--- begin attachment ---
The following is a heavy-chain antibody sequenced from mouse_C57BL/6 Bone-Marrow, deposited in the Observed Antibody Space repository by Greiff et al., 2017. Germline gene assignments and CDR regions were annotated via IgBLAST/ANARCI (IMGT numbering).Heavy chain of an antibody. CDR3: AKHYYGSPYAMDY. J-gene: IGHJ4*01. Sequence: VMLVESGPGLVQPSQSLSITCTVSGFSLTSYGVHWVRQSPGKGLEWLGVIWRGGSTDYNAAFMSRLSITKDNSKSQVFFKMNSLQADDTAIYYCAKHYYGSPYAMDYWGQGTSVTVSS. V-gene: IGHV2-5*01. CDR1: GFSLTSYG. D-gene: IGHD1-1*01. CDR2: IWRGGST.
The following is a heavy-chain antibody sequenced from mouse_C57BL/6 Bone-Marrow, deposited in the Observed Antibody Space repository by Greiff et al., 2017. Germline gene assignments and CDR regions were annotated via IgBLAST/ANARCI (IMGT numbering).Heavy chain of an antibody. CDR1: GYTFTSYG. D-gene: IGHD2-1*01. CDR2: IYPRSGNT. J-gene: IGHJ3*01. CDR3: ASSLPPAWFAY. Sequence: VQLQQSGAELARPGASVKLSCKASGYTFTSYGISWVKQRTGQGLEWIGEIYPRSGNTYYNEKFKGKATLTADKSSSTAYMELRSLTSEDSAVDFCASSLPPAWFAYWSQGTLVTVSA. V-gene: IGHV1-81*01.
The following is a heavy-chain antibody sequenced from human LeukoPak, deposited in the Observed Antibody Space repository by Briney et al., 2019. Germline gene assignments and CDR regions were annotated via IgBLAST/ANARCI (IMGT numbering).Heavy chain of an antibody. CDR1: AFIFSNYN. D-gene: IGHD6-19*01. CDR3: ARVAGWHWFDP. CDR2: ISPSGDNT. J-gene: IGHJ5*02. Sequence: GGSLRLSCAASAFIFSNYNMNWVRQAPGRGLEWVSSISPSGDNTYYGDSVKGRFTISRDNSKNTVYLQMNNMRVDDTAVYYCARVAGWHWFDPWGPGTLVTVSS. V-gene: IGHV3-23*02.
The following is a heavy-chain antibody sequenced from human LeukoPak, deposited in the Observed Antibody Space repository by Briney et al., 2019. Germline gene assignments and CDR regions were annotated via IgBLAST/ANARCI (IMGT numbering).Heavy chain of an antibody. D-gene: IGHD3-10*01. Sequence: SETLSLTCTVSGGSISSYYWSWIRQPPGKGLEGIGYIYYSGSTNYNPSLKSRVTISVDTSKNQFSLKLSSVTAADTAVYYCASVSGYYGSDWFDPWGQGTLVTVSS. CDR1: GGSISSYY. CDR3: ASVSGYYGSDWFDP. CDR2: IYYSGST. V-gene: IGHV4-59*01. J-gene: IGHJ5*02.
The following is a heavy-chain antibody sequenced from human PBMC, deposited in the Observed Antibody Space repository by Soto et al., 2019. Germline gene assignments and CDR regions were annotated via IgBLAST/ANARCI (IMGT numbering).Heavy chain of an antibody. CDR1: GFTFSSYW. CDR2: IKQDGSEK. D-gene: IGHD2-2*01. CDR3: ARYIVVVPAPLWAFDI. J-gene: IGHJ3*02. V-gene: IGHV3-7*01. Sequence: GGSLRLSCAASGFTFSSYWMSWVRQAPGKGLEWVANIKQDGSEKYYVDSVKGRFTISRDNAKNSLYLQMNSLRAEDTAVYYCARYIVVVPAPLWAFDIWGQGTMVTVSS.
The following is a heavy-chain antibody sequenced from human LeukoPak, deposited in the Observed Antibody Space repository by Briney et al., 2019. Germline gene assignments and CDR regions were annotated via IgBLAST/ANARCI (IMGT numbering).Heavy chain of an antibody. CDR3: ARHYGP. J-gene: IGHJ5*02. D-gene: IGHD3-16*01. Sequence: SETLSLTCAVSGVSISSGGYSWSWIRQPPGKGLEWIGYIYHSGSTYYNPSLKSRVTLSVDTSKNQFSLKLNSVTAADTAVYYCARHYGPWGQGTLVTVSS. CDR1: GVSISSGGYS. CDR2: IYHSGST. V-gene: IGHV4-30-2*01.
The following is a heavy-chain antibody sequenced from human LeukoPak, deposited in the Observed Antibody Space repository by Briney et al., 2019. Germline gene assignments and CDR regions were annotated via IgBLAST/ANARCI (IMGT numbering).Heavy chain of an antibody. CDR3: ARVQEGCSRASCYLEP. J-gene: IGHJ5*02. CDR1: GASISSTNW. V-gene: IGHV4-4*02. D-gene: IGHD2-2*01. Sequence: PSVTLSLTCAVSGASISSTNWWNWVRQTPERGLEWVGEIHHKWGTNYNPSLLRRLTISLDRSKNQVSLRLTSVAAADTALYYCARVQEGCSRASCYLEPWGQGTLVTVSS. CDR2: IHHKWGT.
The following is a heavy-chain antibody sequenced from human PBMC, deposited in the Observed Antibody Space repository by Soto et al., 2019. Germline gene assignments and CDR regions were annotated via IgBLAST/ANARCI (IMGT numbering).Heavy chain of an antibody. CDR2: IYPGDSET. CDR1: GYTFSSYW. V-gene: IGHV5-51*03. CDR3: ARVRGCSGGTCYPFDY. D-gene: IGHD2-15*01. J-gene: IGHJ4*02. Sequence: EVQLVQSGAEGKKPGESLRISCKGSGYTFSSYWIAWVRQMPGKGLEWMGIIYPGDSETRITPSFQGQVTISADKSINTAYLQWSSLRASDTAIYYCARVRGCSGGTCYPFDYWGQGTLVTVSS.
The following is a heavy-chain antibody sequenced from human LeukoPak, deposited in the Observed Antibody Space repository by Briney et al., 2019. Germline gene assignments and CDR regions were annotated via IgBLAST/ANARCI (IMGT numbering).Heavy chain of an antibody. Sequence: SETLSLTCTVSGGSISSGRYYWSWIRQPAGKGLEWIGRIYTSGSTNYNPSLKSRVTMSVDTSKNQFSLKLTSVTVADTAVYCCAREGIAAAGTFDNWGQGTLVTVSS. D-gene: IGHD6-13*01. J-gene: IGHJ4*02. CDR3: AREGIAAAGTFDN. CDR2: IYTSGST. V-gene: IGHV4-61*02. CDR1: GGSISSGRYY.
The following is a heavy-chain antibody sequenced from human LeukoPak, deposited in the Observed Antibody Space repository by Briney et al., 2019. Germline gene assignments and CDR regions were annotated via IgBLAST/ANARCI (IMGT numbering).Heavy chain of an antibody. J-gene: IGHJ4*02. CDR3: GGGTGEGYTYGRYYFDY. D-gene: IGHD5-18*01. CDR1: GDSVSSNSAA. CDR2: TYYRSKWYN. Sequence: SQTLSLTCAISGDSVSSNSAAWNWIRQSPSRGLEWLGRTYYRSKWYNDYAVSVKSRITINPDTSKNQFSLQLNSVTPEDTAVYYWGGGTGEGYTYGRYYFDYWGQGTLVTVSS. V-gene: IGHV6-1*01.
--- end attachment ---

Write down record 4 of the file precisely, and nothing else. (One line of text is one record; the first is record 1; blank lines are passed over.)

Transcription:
The following is a heavy-chain antibody sequenced from human LeukoPak, deposited in the Observed Antibody Space repository by Briney et al., 2019. Germline gene assignments and CDR regions were annotated via IgBLAST/ANARCI (IMGT numbering).Heavy chain of an antibody. D-gene: IGHD3-10*01. Sequence: SETLSLTCTVSGGSISSYYWSWIRQPPGKGLEGIGYIYYSGSTNYNPSLKSRVTISVDTSKNQFSLKLSSVTAADTAVYYCASVSGYYGSDWFDPWGQGTLVTVSS. CDR1: GGSISSYY. CDR3: ASVSGYYGSDWFDP. CDR2: IYYSGST. V-gene: IGHV4-59*01. J-gene: IGHJ5*02.